Mexico.
Mérida is the capital and largest city in Yucatán state, as well as the largest city of the Yucatán Peninsula. Marc Beckmann
Mexico
One of many Mayan artifacts found in the region. Marc Beckmann

3. Privilege as an origin of commitment

As part of a complex society which is based on rewards, it becomes really difficult to admit that the everyday is usually a privilege. Indeed, being part of those infinitesimally small figures from the official statistics – whether it’s about your academic degree or performance, whether it’s being in a place or position where you can express your opinion, having a job, living in peace, or being able to freely choose your partner and who you love - these things today are privileges per se, which must be turned into responsibility. It must be understood that privilege should be viewed as a tool to help, to communicate, to support, to accompany, to be friendly, and to be humble. That is the compromise.

MeridaMexico

6th World Responsible Leaders Forum in Mexico

The World Responsible Leaders Forum in Mexico (Dec 5–8, 2019) will offer a space where members of the global BMW Foundation Responsible Leaders Network can strengthen connections and use their skills, knowledge, and empathy to reflect on Responsible Leadership and how they can contribute to the UN 2030 Agenda. As venue, we have chosen Mérida in the Yucatán Peninsula, the center of the Americas. The Maya are one of the most representative indigenous cultures in southern Mexico. Merida is one of the cities where Mayan is still spoken, and the culture of this community is intrinsic to the region and city of Merida.

4. Place as a definition of origin

Acknowledging, feeling, and communicating the pride and love I have for the place where I happened to be born, raised, and currently live, as well as appraising the place which has marked me and where I will try to leave a footprint is not necessarily an easy task. It implies breaking paradigms, setting paths, dignifying and making visible processes and customs, many of which are so simple that they go unnoticed to foreign eyes. The value of a greeting, the joy of an afternoon spent on one's porch, the family reunion around a hearty stew on Sundays are simple activities, but they define how we view and make a place, and they, of course, shape personality. Finally, being “Yucatecan” is not only a matter of being born Yucatecan but also of “becoming” Yucatecan.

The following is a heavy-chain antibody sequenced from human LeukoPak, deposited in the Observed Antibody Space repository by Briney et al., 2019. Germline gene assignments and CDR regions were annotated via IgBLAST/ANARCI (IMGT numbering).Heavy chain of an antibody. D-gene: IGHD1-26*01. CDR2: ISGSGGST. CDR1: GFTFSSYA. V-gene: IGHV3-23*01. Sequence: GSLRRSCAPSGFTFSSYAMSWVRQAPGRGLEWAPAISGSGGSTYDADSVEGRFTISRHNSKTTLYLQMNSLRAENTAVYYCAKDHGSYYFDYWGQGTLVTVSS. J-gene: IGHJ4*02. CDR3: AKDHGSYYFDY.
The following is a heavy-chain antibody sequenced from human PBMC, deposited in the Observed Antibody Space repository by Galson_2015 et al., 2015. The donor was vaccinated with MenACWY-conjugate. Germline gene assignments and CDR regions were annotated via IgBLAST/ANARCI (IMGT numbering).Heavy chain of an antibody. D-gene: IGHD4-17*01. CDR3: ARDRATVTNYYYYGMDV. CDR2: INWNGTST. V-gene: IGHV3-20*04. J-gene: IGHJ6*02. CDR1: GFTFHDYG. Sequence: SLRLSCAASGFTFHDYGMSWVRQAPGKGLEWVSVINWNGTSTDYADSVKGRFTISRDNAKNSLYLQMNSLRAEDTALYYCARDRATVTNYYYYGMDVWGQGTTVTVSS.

"Being 'Yucatecan' is not only a matter of being born Yucatecan but also of 'becoming' Yucatecan."
Gladys Arana

Anyway, how do I recognize in the everyday the link between the place, my cultural origin, and my present life?

  • Acknowledging my cultural mixing, a tortuous, painful past, full of never-told grim stories, yet feeling proud of my blood both indigenous and Spanish.
  • Appraising my language, proudly speaking this Yucatecan Spanish, with traces of archaisms and strong Mayan elements, using words and grammatical structures in academic documents, ideas and phraseologies that often require a dictionary to be fully understood.
  • Studying the water, which, in perfect harmony with the surrounding vegetation in a completely flat land, defines the natural environment. This water is characterized by its visual absence, but full presence in the partial darkness, for its hardness and taste, for its role in the construction of “the private” and everyday hygiene practices.
Mexico
The ancient heritage of shamanic rituals is still part of the culture in Mérida. Marc Beckmann
  • Appraising the food and drink which bring us together, understanding how they were processed, studying the spaces of alchemy where transformations occur and the settings where people gather for food consumption; talking with those who make it possible, from everyday life to extreme professionals.
  • Studying and analyzing the spaces where we live, deconstructing them to understand the stories, needs, yearnings, and frustrations (past or present), which were simply materialized with the aid of materials, none of them humble.
  • Approaching the rites, objects, and people who inhabit these spaces; collaborating in the construction of urgent spatial biographies and identifying those spaces which have defined life even in unintended ways. In fact, for many years, all my efforts have been directed to being aware of these values, living by them, and transmitting them to others – from my academic work as a university professor and researcher to my current work in a museum, where the real work is not reduced to management and space administration, but aims to give voice to all those who are distant but also out of the normalized social and cultural circumscriptions, but also those who have been marginalized throughout history, including women and children.

Therefore, if asked about “my origin,” I will reply:

Origin is the sum of many breaking points and it is in perpetual movement; it happens day after day, time after time; and it is a permanent reshaping of me as a subject and of my values. Origin is what happens at this very precise moment.